JERUSALEM, SEPT. 2 -- Israel has asked the United States to supply it with the Patriot air defense missile system as well as new armaments for its jets as a result of the Persian Gulf crisis and U.S. arms sales to Saudi Arabia, Israeli officials here said today.
The officials said the Bush administration, which has signaled that it would consider additional military aid to Israel, has appeared responsive to the Israeli requests, which focus on toughening the country's air defenses. However, officials said no agreement has yet been reached, and the level of U.S. aid will not be settled until annual military cooperation talks between Israel and the United States later this year.
A senior Defense Ministry official denied reports that the United States already had agreed to supply Israel with nearly $1 billion in new arms, including F-15 and F-16 fighters and M-60 tanks. However, the official confirmed that Defense Ministry Director General David Irvi had presented new Israeli arms requests during his meetings last week with Pentagon officials in Washington.
The most important of the new Israeli requests, the official said, was for two batteries of Patriot missiles, which are designed primarily for use against aircraft but also can be directed against incoming missiles. Israel believes that if it were attacked by Iraq, the most likely strike would be by intermediate-range missiles or bombers. It currently deploys the U.S. Hawk antiaircraft missile, an older system that cannot be used as a defense against missile attacks.
Israel considered buying the Patriot system before the crisis but decided against it because of the high cost. The government is now proposing that the United States lease rather than sell Israel the Patriot batteries. The delivery of the system could take place immediately if the Pentagon decided to reroute two Patriot missile batteries now designated for shipment to Italy, the official said.
Irvi also told the Pentagon that Israel would like the United States to deliver its annual military aid in one lump payment rather than spreading it through the year, officials here said. At the current U.S. military aid level of $1.8 billion, that would save Israel $90 million a year in financing. A similar arrangement is already in place for the $1.2 billion Israel receives annually in U.S. economic aid.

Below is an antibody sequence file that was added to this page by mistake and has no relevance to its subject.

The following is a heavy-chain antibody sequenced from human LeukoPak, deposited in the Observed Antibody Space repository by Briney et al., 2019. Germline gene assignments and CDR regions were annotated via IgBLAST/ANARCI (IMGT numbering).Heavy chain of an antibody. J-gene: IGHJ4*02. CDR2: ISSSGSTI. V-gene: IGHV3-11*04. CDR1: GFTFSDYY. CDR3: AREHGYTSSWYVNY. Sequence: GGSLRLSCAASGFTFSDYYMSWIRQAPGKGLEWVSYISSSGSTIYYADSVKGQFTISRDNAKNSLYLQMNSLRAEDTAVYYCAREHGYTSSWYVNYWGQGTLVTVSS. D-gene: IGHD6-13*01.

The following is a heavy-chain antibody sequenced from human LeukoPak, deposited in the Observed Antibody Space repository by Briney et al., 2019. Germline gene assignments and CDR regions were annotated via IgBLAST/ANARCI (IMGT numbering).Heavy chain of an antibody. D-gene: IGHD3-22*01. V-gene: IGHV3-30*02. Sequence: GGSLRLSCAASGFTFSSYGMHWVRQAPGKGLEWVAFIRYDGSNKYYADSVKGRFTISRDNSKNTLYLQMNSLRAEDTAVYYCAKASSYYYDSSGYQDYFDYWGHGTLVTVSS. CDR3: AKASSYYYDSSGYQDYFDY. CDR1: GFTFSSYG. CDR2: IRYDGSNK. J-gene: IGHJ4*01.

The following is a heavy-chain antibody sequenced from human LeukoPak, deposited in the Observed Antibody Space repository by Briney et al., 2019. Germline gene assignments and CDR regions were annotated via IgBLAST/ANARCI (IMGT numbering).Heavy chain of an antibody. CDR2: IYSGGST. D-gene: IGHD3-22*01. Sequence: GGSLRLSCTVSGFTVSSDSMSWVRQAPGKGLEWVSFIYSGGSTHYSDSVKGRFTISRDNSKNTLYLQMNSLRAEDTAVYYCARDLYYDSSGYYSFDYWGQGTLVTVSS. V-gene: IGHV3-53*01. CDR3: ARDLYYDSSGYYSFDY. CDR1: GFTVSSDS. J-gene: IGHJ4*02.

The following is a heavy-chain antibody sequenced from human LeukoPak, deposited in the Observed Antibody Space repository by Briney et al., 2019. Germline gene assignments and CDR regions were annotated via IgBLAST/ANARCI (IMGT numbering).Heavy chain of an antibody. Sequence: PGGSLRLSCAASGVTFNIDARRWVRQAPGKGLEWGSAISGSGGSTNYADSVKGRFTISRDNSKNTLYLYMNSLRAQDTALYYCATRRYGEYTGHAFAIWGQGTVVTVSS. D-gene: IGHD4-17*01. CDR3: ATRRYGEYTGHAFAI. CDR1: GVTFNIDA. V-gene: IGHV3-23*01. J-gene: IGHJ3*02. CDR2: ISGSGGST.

Israel also is seeking additional U.S. supplies of Sidewinder and other airborne missiles, the official said, as well as other materiel he declined to specify. Most of the new requests, he said, were intended to improve the air defense system rather than ground forces.
The Israeli requests were triggered by the U.S. decision to carry out major new sales of advanced warplanes and other weapons to Saudi Arabia. Prime Minister Yitzhak Shamir and other senior officials have expressed apprehension about the deliveries, but Israeli officials say they feel constrained from launching a direct campaign against them because of the situation in the gulf.
According to previous agreements with the United States, Israel already has been authorized to receive 50 more F-16 warplanes and five F-15s in the next few years. With about 200 of the sophisticated jets already in its arsenal, Israel's air force is already the strongest in the Middle East.
In addition, the Defense Ministry is now picking up an order of Apache ground-attack helicopters in the United States. Although it may request speeded delivery of some of the planes, or more helicopters, the government is not now asking Washington for additional F-15s or F-16s, officials said, adding that it was doubtful that the U.S. military would be willing to divert more of the jets from existing stocks in Europe.
Earlier this year, Israel turned down a U.S. offer to give it surplus M-60 tanks from Europe because the tanks are considered by the military here to be relatively outdated and inferior to the locally produced Merkava tank. The Pentagon subsequently promised the tanks to Egypt.
Officials here said the Defense Ministry has not asked the United States for relief on Israel's debt, despite indications by President Bush that he would ask Congress to forgive $7 billion in Egyptian military debts. However, one official said Finance Ministry officials were considering such a request.